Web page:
Issue #4 of 35   INDEX




Joel Grineau
by: Joel V. Grineau
Comic Books: Myths And Mysteries
 

Okay, let's continue our look at Joseph Campbell's The Hero with a Thousand Faces (1949). In his conclusions, Campbell wrote that it was the subconscious which caused primitive man to psychologically create mythological totem ancestors. But since that time, this had changed so that, "Today all of the mysteries have lost their force; their symbols no longer interest our psyche. . . . Not the animal world, not the plant world, not the miracle of the spheres, but man himself is now the crucial mystery."

What exactly does this mean to comic books?

Are all of the mysteries solved in today's comicbooks? Strange places such as Wakanda, the Savage Land, Bialya and Gorilla City are all relatively unknown areas on Earth, and dangerous to the unwary. Dr. Strange and Dr. Fate wield arcane powers, and visit unknowable planes of existence. Superman and the Silver Surfer have been to countless strange planets.

Is the mysterious ignored? Well, to look at it from the other end, is the examination of the mysterious a fundamental plot in modern comic books? And more importantly, does the solving of the mysterious entail a parallel examination of the character?

Tangentially, does the continuous examination of the mysterious make them mundane? Just how many other dimensional dangers can Dr. Strange reasonably stop this week? Reader's quickly tired of the 70's and 80's Green Lantern investigating 'another' uncharted planet in pursuit of 'another' anomaly.

What of Campbell's contention that the plant, animal and sphere kingdoms are already conquered and no longer important? Look at the hero's whose powers primarily fit them into these categories.

  • Animal:
  • Animal Man
  • Aquaman
  • Plant:
  • Black Orchid
  • Swamp Thing
  • Man Thing
  • Spheres:
  • the aforementioned Drs. Strange and Fate
  • Ghost Rider
  • Dreadstar
  • the Fourth World creations.

In general, these are heroes who no longer have their own comic books, or, have gone through multiple incarnations, revisions or retooling over the decades. Many of them have been relegated to 'second stringer' status, or are in danger of becoming so.

Let's look at the second element of Campbell's statement. To follow Campbell's reasoning, since the great 'mysteries' have been solved, this leaves only man to be studied. Think about this: Many comic books deal with the study of the hero's or villain's 'being' in some way. A list of descriptive buzz terms comes to mind: repressed, manic, psychotic, asocial, pariah, sadistic, narcissistic, etc. These words come principally from 20th century psychology.

What drives the Punisher to fight even though he is already 'dead' inside? Is the Martian Manhunter a second rate Superman, or is he different in his outlook on life? How does Dr. Doom's vision of world domination differ from Ra's al Ghul's? Again, this is psychology, is it not?

Another tangent to consider: Why is Freud so prevalent in this psychology? Make a list of heros and villains who were 'created' because of childhood developments and/or events. It's a long list. Of course, nobody tops Batman, and his patented "Criminal's killed my parents" line.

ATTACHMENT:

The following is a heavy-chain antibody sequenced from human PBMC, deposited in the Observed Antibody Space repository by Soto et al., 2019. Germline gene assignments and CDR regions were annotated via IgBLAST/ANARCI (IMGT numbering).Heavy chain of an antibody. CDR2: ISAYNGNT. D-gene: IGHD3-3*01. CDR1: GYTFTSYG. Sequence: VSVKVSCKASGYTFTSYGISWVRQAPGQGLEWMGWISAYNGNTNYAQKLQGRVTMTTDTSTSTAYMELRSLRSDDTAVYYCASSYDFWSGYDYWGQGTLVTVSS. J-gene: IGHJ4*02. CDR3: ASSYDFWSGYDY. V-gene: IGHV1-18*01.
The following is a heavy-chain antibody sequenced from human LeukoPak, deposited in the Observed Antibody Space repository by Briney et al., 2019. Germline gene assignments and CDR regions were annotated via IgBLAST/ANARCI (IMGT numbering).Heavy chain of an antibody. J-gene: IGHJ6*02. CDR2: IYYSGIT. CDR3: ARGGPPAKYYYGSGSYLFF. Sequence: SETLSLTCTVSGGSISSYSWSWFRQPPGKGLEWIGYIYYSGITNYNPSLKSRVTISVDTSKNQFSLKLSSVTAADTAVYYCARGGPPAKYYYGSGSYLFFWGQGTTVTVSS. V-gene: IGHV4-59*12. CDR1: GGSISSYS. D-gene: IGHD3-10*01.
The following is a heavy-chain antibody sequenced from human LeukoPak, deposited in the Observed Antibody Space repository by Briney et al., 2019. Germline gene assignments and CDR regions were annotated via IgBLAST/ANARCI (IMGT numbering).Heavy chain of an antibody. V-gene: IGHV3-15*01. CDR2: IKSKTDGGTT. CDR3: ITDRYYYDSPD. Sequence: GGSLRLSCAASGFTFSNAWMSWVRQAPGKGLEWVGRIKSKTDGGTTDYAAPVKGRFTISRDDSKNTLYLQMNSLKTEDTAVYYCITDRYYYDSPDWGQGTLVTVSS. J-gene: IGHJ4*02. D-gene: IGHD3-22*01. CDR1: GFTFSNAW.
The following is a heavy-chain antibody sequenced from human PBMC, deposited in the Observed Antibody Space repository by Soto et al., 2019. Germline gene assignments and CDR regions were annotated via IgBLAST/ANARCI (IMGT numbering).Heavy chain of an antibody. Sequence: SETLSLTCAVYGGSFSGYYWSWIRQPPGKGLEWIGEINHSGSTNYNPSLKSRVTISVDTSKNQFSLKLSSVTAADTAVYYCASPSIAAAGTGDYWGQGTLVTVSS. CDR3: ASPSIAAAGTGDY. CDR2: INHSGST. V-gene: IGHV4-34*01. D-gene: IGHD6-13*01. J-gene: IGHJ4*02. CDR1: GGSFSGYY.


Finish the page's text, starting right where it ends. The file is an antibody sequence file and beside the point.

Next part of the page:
I would argue that this need to study the individual is reflected by two trends. First, the rise of a certain sub-genre in comic books in the 1970's, the so called 'gritty real life' stories. These were stories which featured a more realistic atmosphere, guns could kill, social issues were tackled, and visits from Dr. Fate or saving the world every other issue didn't happen; in short, these stories could almost happen in the real world. Denny O'Neil pioneered this sub-genre in "Batman". Since then "Daredevil", "The Watchmen", and to some extent "Wolverine" have also been written in this style.

Secondly, a new narrative structure. Although the number of golden and silver age comics I've read is slim, I will bet that few if any contained first person narratives. Yet look at today's comics: Many, have the hero or villain as narrator, telling the story, and not just in their own word and thought balloons. The best example is the current Flash comic books, which routinely start out with something like ... "My name's Wally West. I'm the Flash. I'm the fastest man alive"(Flash, vol.2 #131).

To conclude, let's list at some of the biggest comic books heroes out there. Superman, Batman, Spider-Man, Wolverine, Wonder Woman, Spawn, Punisher. Many of these are about psychologically charged characters, or are about an outsider constantly interacting with and learning the human condition.

It seems that once again, Joseph Campbell was onto something.

Joel Grineau is a former Writer/Contributing Editor for "Chaos" Magazine. "Iron Man" 146 (purchased in the spring of 1981) was his first comic book, and time has not worn down his enjoyment of them. Joel holds a BA from the University of Guelph and an MA from the University of Saskatchewan. He is currently an officer with the Canadian Forces.

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Text © Joel V. Grineau, 1997,1998.
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